Doctor Who: The God Complex ★★★★

Toby Whithouse creepy-hotel episode offers a Minotaur and touches of 1984 and The Shining

552
4.0 out of 5 star rating

Story 222

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Series 6 – Episode 11

“They certainly didn’t mention that in the brochure” – the Doctor

First UK transmission
Saturday 18 September 2011

Storyline
The Doctor, Amy and Rory are trapped in labyrinthine domain that looks like a down-at-heel 1980s hotel. They befriend a small group of humans and a timid mole-like alien, Gibbis, and try to prevent them from being killed one by one. A Minotaur roams the corridors and behind each door is a room that contains the residents’ greatest fears: a gorilla, a morose clown, Weeping Angels…Failing to save the humans, the Time Lord reveals the hotel is actually an automated prison ship and that the beast is feeding off the faith of its victims.
Fearing for Amy and Rory’s future, the Doctor drops them in London, where he’s bought them a new house. He travels on alone.

Production
February to March 2011. At Seabank Hotel, Porthcawl; Manor Park Hotel, Cardiff; Bute Esplanade, Cardiff Bay; Upper Boat Studios.

Cast
The Doctor – Matt Smith
Amy Pond – Karen Gillan
Rory Williams – Arthur Darvill
Lucy Hayward – Sarah Quintrell
Rita – Amara Karan
Howie Spragg – Dimitri Leonidas
Joe Buchanan – Daniel Pirrie
Gibbis – David Walliams
PE teacher – Dafydd Emyr
The Creature – Spencer Wilding
Rita’s father – Rashid Karapiet
Amelia Pond – Caitlin Blackwood
Gorilla – Roger Ennals

Crew
Writer – Toby Whithouse
Director – Nick Hurran
Producer – Marcus Wilson
Designer – Michael Pickwoad
Music – Murray Gold
Executive producers – Steven Moffat, Piers Wenger, Beth Willis

RT review by Patrick Mulkern
“How scary is this week’s Doctor Who?” asked my younger sister on behalf of her kids – aged seven and ten in autumn 2011. They’d given Mark Gatiss’s Night Terrors a wide berth after its overt scare-the-kiddies stance and “Save me from the monsters!” trailers.

The ads for The God Complex were similarly unnerving, and I forewarned my sis: It’s got a stalking Minotaur, a creepy clown, rooms full of ventriloquist dummies and Weeping Angels… It taps into our deepest fears with hotel corridors lined with bad dreams… It toys with the concept of faith, and the dependable Doctor is obliged to shed his mantle as a reassuring hero. Plus, there’s a poignant ending…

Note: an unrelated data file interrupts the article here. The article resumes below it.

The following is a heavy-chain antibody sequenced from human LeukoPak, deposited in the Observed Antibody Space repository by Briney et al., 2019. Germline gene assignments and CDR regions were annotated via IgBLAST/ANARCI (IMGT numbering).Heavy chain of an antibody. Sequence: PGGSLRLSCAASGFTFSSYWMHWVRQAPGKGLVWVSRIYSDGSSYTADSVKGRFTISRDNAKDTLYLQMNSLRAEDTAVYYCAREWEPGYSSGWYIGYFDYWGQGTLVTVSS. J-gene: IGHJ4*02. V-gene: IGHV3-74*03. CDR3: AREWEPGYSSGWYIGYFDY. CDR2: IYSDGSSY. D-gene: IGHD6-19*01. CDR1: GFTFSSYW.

So yes, the kids must watch it! I’m a cruel uncle. Besides, I must say, my other sister’s two, even younger (then four and nearly six), would sit through all these terrors and psychodramas impervious and enthralled.

This is a third stab at Who for Toby Whithouse, the mastermind behind Being Human. He also penned 2010’s enjoyable romp The Vampires of Venice and 2006’s School Reunion with Sarah Jane Smith, which I adored. “Of the episodes I’ve written,” he told me, “this is my favourite by a mile. The cast are wonderful and isn’t the direction stunning?”

I’d agree with that, and believe Whithouse’s script is clever and original, although of course you don’t have to be particularly alert to spot allusions to Greek mythology (the Minotaur in a labyrinth), George Orwell’s 1984 (Room 101 containing Winston Smith’s worst fear) and to the eerie hotel in The Shining. Even that movie’s carpet-level tracking shots are re-created here.

Fans will know that the Minotaur has shown up in Doctor Who before, fleetingly – and in hilariously duff costumes – in The Mind Robber (1968) and The Time Monster (1972). Bull-headed aliens also appeared in 1979’s The Horns of Nimon. That was the nadir for fourth Doctor Tom Baker, yet it’s pleasing to hear the 11th Doctor refer back 32 years when mentioning this Minotaur is “a distant cousin of the Nimon”.

David Walliams is endearing as Gibbis, a craven-hearted critter from Tivoli, “the most invaded planet in the galaxy”. Though larded with latex, he’s still very David Walliams and reminds me of Jonathan Harris as the lily-livered, screamingly camp Dr Smith from Lost in Space.

The God Complex is a clever title. It sums up the story’s milieu and pinpoints the Doctor’s Achilles heel. His need to impress and fashion new acolytes (including Rita) is thrown into sharp relief when he has to demolish Amy’s faith, and it feeds neatly into the sorrowful severance from Amy and Rory. “Amy Williams. It’s time to stop waiting,” he tells her, as he sets the couple on a new life. I must say I was thrown by their departure, but knew they’d be back for the season finale.

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We’re on a roll here. As well as the impressively intricate season arc, these fabulous standalone episodes make the series feel more and more like a high-class sci-fi anthology.